Should one dismiss the past as something of no significant relevance? Well, Justin Yeakel, of the University of California Santa Cruz, and collaborators (from Field Museum of Natural History in Chicago, University of Puget Sound, University of Cambridge, and University of Utah) seems to think otherwise as exemplified by their paper, ‘Cooperation and individuality among man-eating lions’, in the Proceedings of the National Academy of Sciences.
Let’s go back to March 1898 when the British were building a railway bridge across the Tsavo River in southern Kenya. Unfortunately, their progress was hampered by a partnership of two adult male lions, which launched nightly attacks on the rail workers’ camps. This killing spree lasted for nine months, until they were killed by Colonel John Patterson.
The final death toll has always been ambiguous. The first estimate was 28 victims, i.e. the 28 Indian workers who were killed by the lions. But in 1920, Patterson himself revised the death toll to 135, supposedly after factoring in the natives (estimates of which range from zero to 107).
To confirm the final death toll, Yeakel used the premise that the Tsavo lions’ diet can be deciphered by analysing the isotopic ratios of nitrogen and carbon in their hair and bone samples (obtained from the Field Museum in Chicago), for it would reflect the isotopic ratios of their prey (i.e. grazing and browsing animals and humans, such as the Taita people who lived in the Tsavo area). More specifically, dietary inputs of the last 2-3 months of the Tsavo lions could be deduced by analysing the hair keratin from the rapidly regenerating tuft hairs of the tail, whilst the lifetime average could be deciphered by analysing the bone collagen. Once this was accomplished, Yeakel modelled the prey combinations which were most likely to produce these distinct isotope ratios.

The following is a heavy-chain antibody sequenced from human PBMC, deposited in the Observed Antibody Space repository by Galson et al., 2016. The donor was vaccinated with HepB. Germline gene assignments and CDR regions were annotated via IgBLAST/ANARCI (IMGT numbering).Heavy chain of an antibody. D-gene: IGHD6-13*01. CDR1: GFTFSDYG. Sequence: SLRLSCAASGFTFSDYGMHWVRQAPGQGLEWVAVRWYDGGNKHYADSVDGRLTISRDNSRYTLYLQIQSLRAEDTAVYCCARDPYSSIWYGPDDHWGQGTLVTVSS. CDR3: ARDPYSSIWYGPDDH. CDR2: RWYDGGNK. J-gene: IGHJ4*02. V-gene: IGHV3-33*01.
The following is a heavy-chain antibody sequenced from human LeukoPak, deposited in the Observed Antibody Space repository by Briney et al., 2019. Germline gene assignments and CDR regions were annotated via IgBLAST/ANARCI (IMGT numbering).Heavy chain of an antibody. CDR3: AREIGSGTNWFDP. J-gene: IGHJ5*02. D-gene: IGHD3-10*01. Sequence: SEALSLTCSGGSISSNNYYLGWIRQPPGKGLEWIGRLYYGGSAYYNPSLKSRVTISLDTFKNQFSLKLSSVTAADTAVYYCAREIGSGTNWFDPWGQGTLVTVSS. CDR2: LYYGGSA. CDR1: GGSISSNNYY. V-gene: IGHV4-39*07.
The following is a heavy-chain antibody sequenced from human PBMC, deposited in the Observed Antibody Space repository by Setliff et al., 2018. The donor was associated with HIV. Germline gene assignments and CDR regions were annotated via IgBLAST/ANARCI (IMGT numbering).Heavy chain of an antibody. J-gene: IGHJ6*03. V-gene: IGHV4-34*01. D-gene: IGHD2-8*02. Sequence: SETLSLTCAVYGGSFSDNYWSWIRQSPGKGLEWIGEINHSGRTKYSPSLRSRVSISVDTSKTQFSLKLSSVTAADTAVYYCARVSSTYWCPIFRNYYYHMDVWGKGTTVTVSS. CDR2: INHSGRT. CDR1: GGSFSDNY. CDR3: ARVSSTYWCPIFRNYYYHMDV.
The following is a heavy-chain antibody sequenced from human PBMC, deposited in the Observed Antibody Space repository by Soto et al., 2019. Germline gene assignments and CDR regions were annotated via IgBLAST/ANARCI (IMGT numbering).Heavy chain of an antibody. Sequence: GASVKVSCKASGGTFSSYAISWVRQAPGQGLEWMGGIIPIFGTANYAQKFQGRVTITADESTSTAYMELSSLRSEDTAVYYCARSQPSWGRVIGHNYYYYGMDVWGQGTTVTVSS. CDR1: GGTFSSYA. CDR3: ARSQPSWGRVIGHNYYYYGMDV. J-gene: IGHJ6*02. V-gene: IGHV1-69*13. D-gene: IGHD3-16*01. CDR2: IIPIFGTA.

So, how many?
The final modest estimate was that the lions ate around 35 people. It is likely that the number of humans killed might be greater than the number of humans eaten, for there might have been cases when the lions couldn’t escape with their prey or when the bodies were recovered before the lions could properly sink in its teeth. Perhaps some may have even succumbed to their injuries later.
The Lions’ platter
The results also revealed that, for most of their lives, these lions ate grazing animals- until March 1898. Although they hunted cooperatively (despite hunting humans not really requiring cooperative hunting for they are significantly less hassle than the larger ungulates), there was a disparity in their diets. One lion ate more grazers and some occasional humans (around 11, i.e. approximately 13% of its food intake), whilst the other ate both grazers and humans (around 24, i.e. approximately 30% of its diet). It is quite likely that the latter’s substantial preference for humans had to do with its severe dental problems and jaw injury which may have impeded its ability to hunt.
So why did these lions widen their dietary preferences to include humans?
One possibility was the existing scarcity of the habitual prey, which may have been the result of
i. the Tsavo region experiencing drought in 1898,
ii. unhindered hunting of the lions’ usual prey,
iii. the rinderpest virus (from Europe) which had killed most of the lions’ conventional prey.